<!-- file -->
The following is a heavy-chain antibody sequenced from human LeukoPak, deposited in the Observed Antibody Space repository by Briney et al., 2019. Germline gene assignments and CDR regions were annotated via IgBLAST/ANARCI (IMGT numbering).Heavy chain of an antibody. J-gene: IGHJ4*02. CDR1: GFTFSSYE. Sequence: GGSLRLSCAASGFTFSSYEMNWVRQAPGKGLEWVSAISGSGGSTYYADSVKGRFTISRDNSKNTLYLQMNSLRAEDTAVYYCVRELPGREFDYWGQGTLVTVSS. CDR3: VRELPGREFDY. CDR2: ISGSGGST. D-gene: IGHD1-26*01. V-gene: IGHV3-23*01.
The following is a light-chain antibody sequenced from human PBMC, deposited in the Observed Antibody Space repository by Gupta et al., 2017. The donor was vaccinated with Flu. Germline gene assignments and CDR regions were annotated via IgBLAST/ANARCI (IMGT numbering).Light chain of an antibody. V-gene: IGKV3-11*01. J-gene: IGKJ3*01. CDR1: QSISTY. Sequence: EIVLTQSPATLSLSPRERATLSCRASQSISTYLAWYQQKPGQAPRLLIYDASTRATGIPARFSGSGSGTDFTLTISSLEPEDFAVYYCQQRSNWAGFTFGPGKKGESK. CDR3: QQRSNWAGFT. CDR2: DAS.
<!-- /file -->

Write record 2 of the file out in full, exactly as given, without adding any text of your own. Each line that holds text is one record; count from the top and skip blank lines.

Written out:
The following is a light-chain antibody sequenced from human PBMC, deposited in the Observed Antibody Space repository by Gupta et al., 2017. The donor was vaccinated with Flu. Germline gene assignments and CDR regions were annotated via IgBLAST/ANARCI (IMGT numbering).Light chain of an antibody. V-gene: IGKV3-11*01. J-gene: IGKJ3*01. CDR1: QSISTY. Sequence: EIVLTQSPATLSLSPRERATLSCRASQSISTYLAWYQQKPGQAPRLLIYDASTRATGIPARFSGSGSGTDFTLTISSLEPEDFAVYYCQQRSNWAGFTFGPGKKGESK. CDR3: QQRSNWAGFT. CDR2: DAS.